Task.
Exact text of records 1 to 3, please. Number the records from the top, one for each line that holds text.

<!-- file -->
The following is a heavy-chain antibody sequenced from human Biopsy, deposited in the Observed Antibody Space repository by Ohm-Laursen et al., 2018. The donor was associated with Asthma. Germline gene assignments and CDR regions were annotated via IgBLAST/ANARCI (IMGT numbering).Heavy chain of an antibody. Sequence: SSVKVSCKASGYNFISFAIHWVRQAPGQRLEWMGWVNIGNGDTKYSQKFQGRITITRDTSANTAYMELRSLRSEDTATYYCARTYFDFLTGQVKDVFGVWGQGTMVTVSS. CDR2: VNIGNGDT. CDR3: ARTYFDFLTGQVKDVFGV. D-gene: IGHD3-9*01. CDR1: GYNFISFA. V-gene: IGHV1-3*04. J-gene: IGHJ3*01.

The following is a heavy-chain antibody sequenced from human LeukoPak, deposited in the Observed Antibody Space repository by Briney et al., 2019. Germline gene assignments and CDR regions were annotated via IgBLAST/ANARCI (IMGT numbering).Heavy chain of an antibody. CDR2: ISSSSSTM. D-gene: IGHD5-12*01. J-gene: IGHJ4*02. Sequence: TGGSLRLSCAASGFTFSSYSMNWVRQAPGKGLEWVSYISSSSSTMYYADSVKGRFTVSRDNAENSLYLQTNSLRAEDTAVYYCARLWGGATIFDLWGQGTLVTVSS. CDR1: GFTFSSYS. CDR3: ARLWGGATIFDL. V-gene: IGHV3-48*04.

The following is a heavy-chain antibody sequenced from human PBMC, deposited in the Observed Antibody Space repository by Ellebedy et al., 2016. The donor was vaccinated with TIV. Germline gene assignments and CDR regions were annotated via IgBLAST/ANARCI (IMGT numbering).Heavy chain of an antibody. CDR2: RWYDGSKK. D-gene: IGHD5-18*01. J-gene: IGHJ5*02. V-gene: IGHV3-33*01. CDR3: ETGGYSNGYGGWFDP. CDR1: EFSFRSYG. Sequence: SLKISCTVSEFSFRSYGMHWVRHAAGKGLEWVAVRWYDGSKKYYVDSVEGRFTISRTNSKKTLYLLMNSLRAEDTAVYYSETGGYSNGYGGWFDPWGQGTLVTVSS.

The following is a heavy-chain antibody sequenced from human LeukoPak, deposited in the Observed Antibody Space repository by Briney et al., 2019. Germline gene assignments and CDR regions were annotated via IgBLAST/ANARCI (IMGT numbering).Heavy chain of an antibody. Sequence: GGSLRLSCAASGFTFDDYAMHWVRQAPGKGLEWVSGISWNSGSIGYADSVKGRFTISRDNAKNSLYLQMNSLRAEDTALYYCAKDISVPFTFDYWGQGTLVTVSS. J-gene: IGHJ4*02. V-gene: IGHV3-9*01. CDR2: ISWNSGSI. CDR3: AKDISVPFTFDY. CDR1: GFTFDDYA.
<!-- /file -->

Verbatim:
The following is a heavy-chain antibody sequenced from human Biopsy, deposited in the Observed Antibody Space repository by Ohm-Laursen et al., 2018. The donor was associated with Asthma. Germline gene assignments and CDR regions were annotated via IgBLAST/ANARCI (IMGT numbering).Heavy chain of an antibody. Sequence: SSVKVSCKASGYNFISFAIHWVRQAPGQRLEWMGWVNIGNGDTKYSQKFQGRITITRDTSANTAYMELRSLRSEDTATYYCARTYFDFLTGQVKDVFGVWGQGTMVTVSS. CDR2: VNIGNGDT. CDR3: ARTYFDFLTGQVKDVFGV. D-gene: IGHD3-9*01. CDR1: GYNFISFA. V-gene: IGHV1-3*04. J-gene: IGHJ3*01.

The following is a heavy-chain antibody sequenced from human LeukoPak, deposited in the Observed Antibody Space repository by Briney et al., 2019. Germline gene assignments and CDR regions were annotated via IgBLAST/ANARCI (IMGT numbering).Heavy chain of an antibody. CDR2: ISSSSSTM. D-gene: IGHD5-12*01. J-gene: IGHJ4*02. Sequence: TGGSLRLSCAASGFTFSSYSMNWVRQAPGKGLEWVSYISSSSSTMYYADSVKGRFTVSRDNAENSLYLQTNSLRAEDTAVYYCARLWGGATIFDLWGQGTLVTVSS. CDR1: GFTFSSYS. CDR3: ARLWGGATIFDL. V-gene: IGHV3-48*04.

The following is a heavy-chain antibody sequenced from human PBMC, deposited in the Observed Antibody Space repository by Ellebedy et al., 2016. The donor was vaccinated with TIV. Germline gene assignments and CDR regions were annotated via IgBLAST/ANARCI (IMGT numbering).Heavy chain of an antibody. CDR2: RWYDGSKK. D-gene: IGHD5-18*01. J-gene: IGHJ5*02. V-gene: IGHV3-33*01. CDR3: ETGGYSNGYGGWFDP. CDR1: EFSFRSYG. Sequence: SLKISCTVSEFSFRSYGMHWVRHAAGKGLEWVAVRWYDGSKKYYVDSVEGRFTISRTNSKKTLYLLMNSLRAEDTAVYYSETGGYSNGYGGWFDPWGQGTLVTVSS.